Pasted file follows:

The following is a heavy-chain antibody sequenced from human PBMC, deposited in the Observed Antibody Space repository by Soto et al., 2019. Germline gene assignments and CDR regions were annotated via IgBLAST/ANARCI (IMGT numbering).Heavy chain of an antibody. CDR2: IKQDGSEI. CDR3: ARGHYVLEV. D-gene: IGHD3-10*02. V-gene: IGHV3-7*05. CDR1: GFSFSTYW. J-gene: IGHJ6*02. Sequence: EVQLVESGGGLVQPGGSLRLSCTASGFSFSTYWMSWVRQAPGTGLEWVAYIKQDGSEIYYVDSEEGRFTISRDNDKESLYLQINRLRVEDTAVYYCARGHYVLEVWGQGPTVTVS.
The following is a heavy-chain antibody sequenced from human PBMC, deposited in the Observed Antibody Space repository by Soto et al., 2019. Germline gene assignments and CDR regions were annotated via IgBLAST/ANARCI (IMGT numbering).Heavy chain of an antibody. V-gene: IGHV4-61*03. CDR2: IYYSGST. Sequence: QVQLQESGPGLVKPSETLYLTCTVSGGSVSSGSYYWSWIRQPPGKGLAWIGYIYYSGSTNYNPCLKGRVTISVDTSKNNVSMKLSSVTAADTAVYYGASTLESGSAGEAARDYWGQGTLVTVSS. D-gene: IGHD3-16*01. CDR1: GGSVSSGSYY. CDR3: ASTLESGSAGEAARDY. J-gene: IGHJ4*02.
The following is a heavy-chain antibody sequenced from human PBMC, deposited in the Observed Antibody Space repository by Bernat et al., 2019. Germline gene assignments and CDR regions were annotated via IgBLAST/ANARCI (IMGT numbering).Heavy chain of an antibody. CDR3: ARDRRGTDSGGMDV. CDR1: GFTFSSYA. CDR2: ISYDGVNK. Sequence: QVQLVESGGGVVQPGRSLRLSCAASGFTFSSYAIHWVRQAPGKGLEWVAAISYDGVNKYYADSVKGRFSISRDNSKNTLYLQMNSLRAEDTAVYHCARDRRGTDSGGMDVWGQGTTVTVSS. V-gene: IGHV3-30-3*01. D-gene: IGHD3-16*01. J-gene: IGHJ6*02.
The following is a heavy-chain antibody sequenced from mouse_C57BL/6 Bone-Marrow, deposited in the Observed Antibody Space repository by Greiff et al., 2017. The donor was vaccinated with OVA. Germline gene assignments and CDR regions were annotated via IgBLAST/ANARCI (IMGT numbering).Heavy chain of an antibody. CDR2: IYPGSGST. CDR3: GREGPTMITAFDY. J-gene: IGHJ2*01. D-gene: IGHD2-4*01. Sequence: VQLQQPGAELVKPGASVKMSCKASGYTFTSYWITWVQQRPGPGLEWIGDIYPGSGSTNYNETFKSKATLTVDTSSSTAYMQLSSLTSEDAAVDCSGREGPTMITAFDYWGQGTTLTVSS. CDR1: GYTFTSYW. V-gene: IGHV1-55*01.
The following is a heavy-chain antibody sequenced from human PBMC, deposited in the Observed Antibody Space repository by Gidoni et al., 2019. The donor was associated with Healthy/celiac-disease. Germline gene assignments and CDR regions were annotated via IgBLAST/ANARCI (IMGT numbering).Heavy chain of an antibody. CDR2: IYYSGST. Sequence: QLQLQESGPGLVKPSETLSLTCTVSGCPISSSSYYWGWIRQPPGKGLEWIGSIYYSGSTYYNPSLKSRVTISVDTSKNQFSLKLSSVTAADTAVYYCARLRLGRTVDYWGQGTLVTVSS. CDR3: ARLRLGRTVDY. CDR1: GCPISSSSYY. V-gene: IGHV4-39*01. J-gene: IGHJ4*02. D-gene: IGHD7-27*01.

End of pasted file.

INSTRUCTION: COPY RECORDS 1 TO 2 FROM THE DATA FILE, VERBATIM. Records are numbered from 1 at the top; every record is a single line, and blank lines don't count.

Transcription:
The following is a heavy-chain antibody sequenced from human PBMC, deposited in the Observed Antibody Space repository by Soto et al., 2019. Germline gene assignments and CDR regions were annotated via IgBLAST/ANARCI (IMGT numbering).Heavy chain of an antibody. CDR2: IKQDGSEI. CDR3: ARGHYVLEV. D-gene: IGHD3-10*02. V-gene: IGHV3-7*05. CDR1: GFSFSTYW. J-gene: IGHJ6*02. Sequence: EVQLVESGGGLVQPGGSLRLSCTASGFSFSTYWMSWVRQAPGTGLEWVAYIKQDGSEIYYVDSEEGRFTISRDNDKESLYLQINRLRVEDTAVYYCARGHYVLEVWGQGPTVTVS.
The following is a heavy-chain antibody sequenced from human PBMC, deposited in the Observed Antibody Space repository by Soto et al., 2019. Germline gene assignments and CDR regions were annotated via IgBLAST/ANARCI (IMGT numbering).Heavy chain of an antibody. V-gene: IGHV4-61*03. CDR2: IYYSGST. Sequence: QVQLQESGPGLVKPSETLYLTCTVSGGSVSSGSYYWSWIRQPPGKGLAWIGYIYYSGSTNYNPCLKGRVTISVDTSKNNVSMKLSSVTAADTAVYYGASTLESGSAGEAARDYWGQGTLVTVSS. D-gene: IGHD3-16*01. CDR1: GGSVSSGSYY. CDR3: ASTLESGSAGEAARDY. J-gene: IGHJ4*02.